Hundreds of hospital patients and nursing home residents were riding out Irene in unfamiliar surroundings after the threat of flooding forced their transfer from South Shore facilities.
About a dozen patients from Long Beach Medical Center clutched the backs of their blue medical gowns in the pouring rain Saturday morning as they were greeted by staff at the emergency room entrance of Nassau University Medical Center in East Meadow. They were among 56 transferred after Nassau County Executive Edward Mangano on Friday ordered the barrier beach evacuated.
NUMC officials hovered around a table in the third-floor command center as they played a hospital version of musical chairs, trying to find beds for the transfers.
"We are aggressively staying on top of this," said Guy Courbois, vice president of operations, as he pointed to a complicated spreadsheet of available beds. The hospital reopened a vacant eighth-floor unit to accommodate nine psychiatric patients.
Between 25 and 50 residents from Komanoff Center for Geriatric & Rehabilitative Medicine in Long Beach were transported the 14.5 miles to A. Holly Patterson Extended Care Facility in Uniondale, where beds were put in the auditorium.
Long Beach's evacuation as well as that of Southside Hospital in Bay Shore and Good Samaritan Hospital Medical Center in West Islip put strains on the capacity of other Long Island hospitals that took in their patients.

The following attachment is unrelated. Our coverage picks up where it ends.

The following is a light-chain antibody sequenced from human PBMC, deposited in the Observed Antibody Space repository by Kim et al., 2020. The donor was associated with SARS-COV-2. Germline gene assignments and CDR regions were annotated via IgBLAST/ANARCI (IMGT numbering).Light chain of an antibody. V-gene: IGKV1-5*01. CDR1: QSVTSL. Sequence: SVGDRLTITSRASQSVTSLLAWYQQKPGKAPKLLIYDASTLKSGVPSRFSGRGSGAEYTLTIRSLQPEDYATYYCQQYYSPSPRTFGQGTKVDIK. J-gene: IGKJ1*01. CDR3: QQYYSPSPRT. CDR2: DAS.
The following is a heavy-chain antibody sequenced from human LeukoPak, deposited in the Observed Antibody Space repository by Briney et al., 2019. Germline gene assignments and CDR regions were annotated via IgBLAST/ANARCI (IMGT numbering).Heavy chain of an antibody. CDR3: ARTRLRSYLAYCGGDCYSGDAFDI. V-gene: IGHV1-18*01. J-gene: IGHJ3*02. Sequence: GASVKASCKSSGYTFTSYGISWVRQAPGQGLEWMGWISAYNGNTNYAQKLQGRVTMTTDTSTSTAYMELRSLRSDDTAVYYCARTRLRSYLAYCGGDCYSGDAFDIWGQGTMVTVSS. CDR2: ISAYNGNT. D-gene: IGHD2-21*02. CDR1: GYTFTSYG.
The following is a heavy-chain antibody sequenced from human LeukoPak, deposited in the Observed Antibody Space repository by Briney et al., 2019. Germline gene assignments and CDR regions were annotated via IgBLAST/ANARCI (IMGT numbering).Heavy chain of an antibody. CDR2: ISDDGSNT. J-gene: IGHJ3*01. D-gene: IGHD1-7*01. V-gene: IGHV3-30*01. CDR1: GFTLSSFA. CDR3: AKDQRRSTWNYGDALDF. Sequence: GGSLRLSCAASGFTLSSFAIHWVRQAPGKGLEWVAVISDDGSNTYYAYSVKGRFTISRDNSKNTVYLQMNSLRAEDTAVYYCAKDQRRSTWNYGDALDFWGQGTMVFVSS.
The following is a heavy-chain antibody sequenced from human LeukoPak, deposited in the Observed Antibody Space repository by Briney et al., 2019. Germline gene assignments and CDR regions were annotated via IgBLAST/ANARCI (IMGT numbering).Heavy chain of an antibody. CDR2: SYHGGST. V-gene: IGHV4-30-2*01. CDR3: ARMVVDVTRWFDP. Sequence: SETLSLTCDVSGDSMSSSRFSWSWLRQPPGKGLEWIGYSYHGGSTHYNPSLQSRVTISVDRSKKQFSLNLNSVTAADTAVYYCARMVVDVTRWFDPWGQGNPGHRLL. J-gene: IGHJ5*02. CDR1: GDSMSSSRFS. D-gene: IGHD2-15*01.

Spokesman Terry Lynam said that Franklin had already taken in patients from Long Beach, Southside and South Nassau Communities Hospital in Oceanside. Ambulances that would normally go to Franklin, he said, were diverted to North Shore University Hospital in Manhasset and Long Island Jewish Medical Center in New Hyde Park.
But otherwise, hospitals across Island were geared up to handle any extra load from storm-related problems.
A spokesman for South Nassau -- the only other Long Island hospital south of Sunrise Highway -- said the hospital did not plan to evacuate its 270 patients. The hospital sits at the edge of the evacuation zone, and officials there believed they could safely ride it out, said Mark Head.
"We're staying put," Head said, "barring any further decision by the county executive," who had not ordered them to evacuate. Still, in anticipation of a possible evacuation, the hospital had been diverting ambulances since Friday, Head said.
By noon Saturday, all patients from Southside had been moved to other hospitals in the North Shore-Long Island Jewish Health System, Lynam said. North Shore-LIJ evacuated the 775-bed Staten Island University Hospital.
Good Samaritan said that by midday it had discharged or transferred most of its 370 patients within the Catholic Health Services system and other facilities, and was closing all services as of 3 p.m.
"Following a comprehensive assessment of damage on Sunday, the hospital will determine a schedule for restoration of services," it said in a statement.
By early afternoon, Long Beach Medical Center also reported all its patients had been transferred. Southside kept a small staff on hand to handle walk-in emergencies.